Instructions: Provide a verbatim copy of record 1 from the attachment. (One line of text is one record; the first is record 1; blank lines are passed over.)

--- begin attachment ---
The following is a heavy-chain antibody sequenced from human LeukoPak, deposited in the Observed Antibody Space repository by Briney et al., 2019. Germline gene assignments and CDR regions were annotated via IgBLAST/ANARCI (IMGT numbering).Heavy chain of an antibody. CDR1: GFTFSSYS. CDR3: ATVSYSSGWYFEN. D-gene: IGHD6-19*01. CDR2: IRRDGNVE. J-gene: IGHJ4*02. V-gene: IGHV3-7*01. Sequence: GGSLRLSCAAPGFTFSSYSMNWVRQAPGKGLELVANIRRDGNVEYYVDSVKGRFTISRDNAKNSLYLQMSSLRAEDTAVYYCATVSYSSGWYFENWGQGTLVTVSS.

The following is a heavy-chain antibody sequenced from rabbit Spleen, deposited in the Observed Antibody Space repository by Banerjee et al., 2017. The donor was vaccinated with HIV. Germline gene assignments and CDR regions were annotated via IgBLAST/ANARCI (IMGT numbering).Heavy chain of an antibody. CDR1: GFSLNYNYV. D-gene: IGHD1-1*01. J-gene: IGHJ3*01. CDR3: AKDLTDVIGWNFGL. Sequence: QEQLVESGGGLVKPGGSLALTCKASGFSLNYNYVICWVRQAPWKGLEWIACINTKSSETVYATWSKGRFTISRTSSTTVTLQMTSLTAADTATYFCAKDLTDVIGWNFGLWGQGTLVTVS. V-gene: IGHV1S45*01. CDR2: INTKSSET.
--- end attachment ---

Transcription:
The following is a heavy-chain antibody sequenced from human LeukoPak, deposited in the Observed Antibody Space repository by Briney et al., 2019. Germline gene assignments and CDR regions were annotated via IgBLAST/ANARCI (IMGT numbering).Heavy chain of an antibody. CDR1: GFTFSSYS. CDR3: ATVSYSSGWYFEN. D-gene: IGHD6-19*01. CDR2: IRRDGNVE. J-gene: IGHJ4*02. V-gene: IGHV3-7*01. Sequence: GGSLRLSCAAPGFTFSSYSMNWVRQAPGKGLELVANIRRDGNVEYYVDSVKGRFTISRDNAKNSLYLQMSSLRAEDTAVYYCATVSYSSGWYFENWGQGTLVTVSS.